Joe Rogan straddles the podcast planet like a colossus in chunky trail shoes. Sitcom actor (NewsRadio), reality-TV host (Fear Factor), stand-up comic (latest special, Strange Times, on Netflix), social-media star (over five million Twitter followers), distance runner, biohacker, mixed-martial-arts analyst, psychedelic explorer, flotation-tank advocate, and good old American dad—Rogan’s got it all going on and packs it into a podcast that resembles the ultimate audio man cave, though he doesn’t stint on female guests.

Titled The Joe Rogan Experience, the show might be better named The Joe Rogan Immersion: episodes can stretch as long as a David Lean movie, three hours plus. The epic lengths of these jaw-fests don’t daunt his loyal legions. Nary a week passes which doesn’t find two or three J.R.E. episodes notched among iTunes’ Top 10 downloads. The avid popularity of such deep-dive conversations belies the notion that we are a nation of attention-deficit ditzes. Ninety-five million downloads a month can’t be wrong.

The avid popularity of Rogan’s deep-dive conversations belies the notion that we are a nation of attention-deficit ditzes.

Or can they? Rogan, in case you haven’t noticed, is regarded as something of a radioactive meatball in some sectors, especially those situated on the cultural left. This is partly due to the musk and sweat of testosterone that wafts from his studio, which can be perturbing to listeners more attuned to the chirpy ingratiation of NPR and podcasts targeted at urban professionals.

But most of the Rogan-shunning has to do with his association with the so-called Intellectual Dark Web (I.D.W.), a loose Darth Vader–ish confederacy of YouTube stars, podcasters, polemicists, and provocateurs that includes maverick professor Jordan Peterson (an occasional powerhouse guest on Rogan’s show), Quillette site founder Claire Lehmann, neuroscientists Sam Harris and Steven Pinker, and feminist gadfly Christina Hoff Sommers. The association can’t be denied, nor is it necessarily a big deal, though Rogan has invited to his show some vile inexcusables—Milo Yiannopoulos and orcish Alex Jones—that I would prefer to see securely tied in a canoe and eased toward the rapids rather than afforded airtime. These juggalos I cannot justify, even on free-speech grounds. Rather than boycott the show, a quixotic gesture, like raising a defiant fist in an empty room, I simply skip such episodes, just as I did Rogan’s sit-down with jabbermouth Roseanne Barr.

This still leaves an expanding library of chewy episodes to choose from, with Rogan sometimes uploading multiple episodes a week. In the last few months alone he’s held extended sessions with Reggie Watts, Eddie Izzard, Kevin Hart, Russell Brand, and Gabrielle Reece.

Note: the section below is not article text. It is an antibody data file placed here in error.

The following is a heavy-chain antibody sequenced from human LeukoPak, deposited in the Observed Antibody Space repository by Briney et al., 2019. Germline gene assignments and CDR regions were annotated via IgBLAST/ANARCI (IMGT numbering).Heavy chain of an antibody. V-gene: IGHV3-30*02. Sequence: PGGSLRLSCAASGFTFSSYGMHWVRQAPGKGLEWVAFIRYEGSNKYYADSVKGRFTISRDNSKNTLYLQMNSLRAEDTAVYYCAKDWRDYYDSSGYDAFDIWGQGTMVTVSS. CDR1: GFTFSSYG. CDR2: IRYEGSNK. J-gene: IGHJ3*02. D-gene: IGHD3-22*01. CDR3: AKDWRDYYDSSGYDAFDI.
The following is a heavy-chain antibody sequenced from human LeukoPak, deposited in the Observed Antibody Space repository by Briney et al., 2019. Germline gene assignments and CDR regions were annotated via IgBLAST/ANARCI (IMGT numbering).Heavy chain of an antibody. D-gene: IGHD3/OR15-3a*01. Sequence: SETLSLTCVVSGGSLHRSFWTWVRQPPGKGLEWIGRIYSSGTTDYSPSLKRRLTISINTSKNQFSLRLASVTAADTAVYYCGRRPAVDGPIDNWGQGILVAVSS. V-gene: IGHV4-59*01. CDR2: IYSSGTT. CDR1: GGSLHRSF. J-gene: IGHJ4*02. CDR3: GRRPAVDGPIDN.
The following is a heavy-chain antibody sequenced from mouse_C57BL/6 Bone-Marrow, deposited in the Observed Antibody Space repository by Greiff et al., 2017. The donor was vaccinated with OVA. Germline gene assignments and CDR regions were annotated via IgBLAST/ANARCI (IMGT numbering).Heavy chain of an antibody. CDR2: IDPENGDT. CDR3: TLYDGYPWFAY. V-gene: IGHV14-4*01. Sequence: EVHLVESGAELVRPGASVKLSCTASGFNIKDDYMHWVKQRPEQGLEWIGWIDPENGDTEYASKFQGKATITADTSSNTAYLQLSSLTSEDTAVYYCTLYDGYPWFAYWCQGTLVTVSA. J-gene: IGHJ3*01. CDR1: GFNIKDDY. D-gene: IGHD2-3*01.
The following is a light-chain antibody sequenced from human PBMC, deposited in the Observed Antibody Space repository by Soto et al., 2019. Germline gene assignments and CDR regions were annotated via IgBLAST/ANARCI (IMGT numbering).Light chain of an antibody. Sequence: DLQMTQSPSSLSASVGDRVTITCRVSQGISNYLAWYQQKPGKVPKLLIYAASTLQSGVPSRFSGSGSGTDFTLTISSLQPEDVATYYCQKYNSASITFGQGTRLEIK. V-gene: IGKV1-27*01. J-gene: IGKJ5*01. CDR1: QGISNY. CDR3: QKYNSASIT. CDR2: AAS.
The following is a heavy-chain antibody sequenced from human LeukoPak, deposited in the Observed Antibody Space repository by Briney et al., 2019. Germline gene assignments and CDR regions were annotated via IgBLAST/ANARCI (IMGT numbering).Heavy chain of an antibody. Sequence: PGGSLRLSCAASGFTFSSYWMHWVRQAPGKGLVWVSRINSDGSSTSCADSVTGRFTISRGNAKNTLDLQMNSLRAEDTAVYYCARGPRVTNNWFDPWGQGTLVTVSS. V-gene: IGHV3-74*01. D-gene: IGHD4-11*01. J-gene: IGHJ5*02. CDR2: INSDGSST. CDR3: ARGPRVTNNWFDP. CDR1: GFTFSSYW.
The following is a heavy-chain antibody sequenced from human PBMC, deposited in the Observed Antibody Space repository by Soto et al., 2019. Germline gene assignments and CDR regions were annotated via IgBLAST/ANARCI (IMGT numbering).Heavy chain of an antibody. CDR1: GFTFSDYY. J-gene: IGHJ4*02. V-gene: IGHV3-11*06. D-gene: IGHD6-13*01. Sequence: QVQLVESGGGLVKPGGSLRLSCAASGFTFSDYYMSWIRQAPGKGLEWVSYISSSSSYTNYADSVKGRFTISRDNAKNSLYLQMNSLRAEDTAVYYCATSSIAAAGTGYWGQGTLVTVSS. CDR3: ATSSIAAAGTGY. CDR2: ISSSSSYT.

Conservative Musclehead? Not Really

Serious dabbling reveals that Rogan isn’t some conservative musclehead who fancies himself Conan the Barbarian but a libertarian with a free-range imagination and a hearty appetite for inward/outward experiences he can share with other aspiring Argonauts. As somebody who doesn’t run, hunt, kickbox, scale tall buildings parkour-style, vape, microdose, ride Pegasus on magic mushrooms, or perform stand-up comedy before a roomful of rowdies, I can live vicariously through Rogan and his guests and receive intel on the latest developments in maximizing human potential. Well, not entirely vicariously—I may give sensory deprivation a try, since floating in a womb-like isolation tank would require zero effort on my part, satisfying my Platonic ideal of inactive activity and effortless effort.

If it isn’t a chat show you’re craving but the scrape of mean streets, consider a pair of amateur bloodhound manhunts that deliver clashing, bi-coastal shades of noir. To Live and Die in LA (no relation to the 1985 action thriller directed by William Friedkin that had William Petersen on the vengeful warpath) investigates the disappearance of Adea Shabani, an aspiring actress at the Stella Adler Academy whose body is eventually discovered in a shallow grave. Cause of death: blunt trauma to the head. Adea’s boyfriend, Chris Spotz, also a striving actor, is the chief suspect, his father hovering in the background like a malignant cloud.

In tidy synopsis, To Live and Die in LA might pass as a textbook classic case of murder-suicide with Freudian garnish. But if we learn anything from nonfiction-podcast detection, it’s that nothing in the enactment or aftermath of a crime is psychologically and forensically tidy. The evidence trail, so barren at first glimpse, yields a trove of clues, false leads, and bizarre discrepancies once the spadework begins.

If we learn anything from nonfiction-podcast detection, it’s that nothing in the enactment or aftermath of a crime is psychologically and forensically tidy.